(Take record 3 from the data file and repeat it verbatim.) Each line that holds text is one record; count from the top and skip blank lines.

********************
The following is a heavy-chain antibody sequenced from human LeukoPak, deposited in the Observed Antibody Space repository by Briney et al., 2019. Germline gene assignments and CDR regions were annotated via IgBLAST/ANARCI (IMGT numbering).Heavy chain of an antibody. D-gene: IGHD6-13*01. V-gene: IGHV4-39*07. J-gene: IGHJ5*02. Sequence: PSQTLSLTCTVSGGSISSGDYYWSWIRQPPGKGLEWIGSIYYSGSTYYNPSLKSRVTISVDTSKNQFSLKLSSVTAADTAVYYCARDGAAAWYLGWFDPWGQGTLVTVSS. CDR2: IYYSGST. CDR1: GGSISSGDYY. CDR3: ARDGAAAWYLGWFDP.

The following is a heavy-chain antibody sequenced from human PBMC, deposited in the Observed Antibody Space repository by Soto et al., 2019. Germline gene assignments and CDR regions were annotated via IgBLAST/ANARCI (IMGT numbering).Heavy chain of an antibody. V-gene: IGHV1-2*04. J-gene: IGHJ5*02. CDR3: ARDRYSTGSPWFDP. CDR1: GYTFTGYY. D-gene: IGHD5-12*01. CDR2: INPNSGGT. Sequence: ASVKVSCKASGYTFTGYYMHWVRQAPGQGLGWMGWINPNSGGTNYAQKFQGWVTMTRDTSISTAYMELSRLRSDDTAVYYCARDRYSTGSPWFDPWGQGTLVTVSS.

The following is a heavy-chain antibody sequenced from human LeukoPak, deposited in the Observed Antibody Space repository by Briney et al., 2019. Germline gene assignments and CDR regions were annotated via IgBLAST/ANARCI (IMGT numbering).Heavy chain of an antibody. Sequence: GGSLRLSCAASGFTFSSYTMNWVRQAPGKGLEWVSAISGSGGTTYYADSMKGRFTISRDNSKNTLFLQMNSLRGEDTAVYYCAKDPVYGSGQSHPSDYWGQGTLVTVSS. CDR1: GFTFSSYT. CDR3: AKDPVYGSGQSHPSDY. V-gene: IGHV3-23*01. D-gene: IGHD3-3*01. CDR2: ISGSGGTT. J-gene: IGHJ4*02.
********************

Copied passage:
The following is a heavy-chain antibody sequenced from human LeukoPak, deposited in the Observed Antibody Space repository by Briney et al., 2019. Germline gene assignments and CDR regions were annotated via IgBLAST/ANARCI (IMGT numbering).Heavy chain of an antibody. Sequence: GGSLRLSCAASGFTFSSYTMNWVRQAPGKGLEWVSAISGSGGTTYYADSMKGRFTISRDNSKNTLFLQMNSLRGEDTAVYYCAKDPVYGSGQSHPSDYWGQGTLVTVSS. CDR1: GFTFSSYT. CDR3: AKDPVYGSGQSHPSDY. V-gene: IGHV3-23*01. D-gene: IGHD3-3*01. CDR2: ISGSGGTT. J-gene: IGHJ4*02.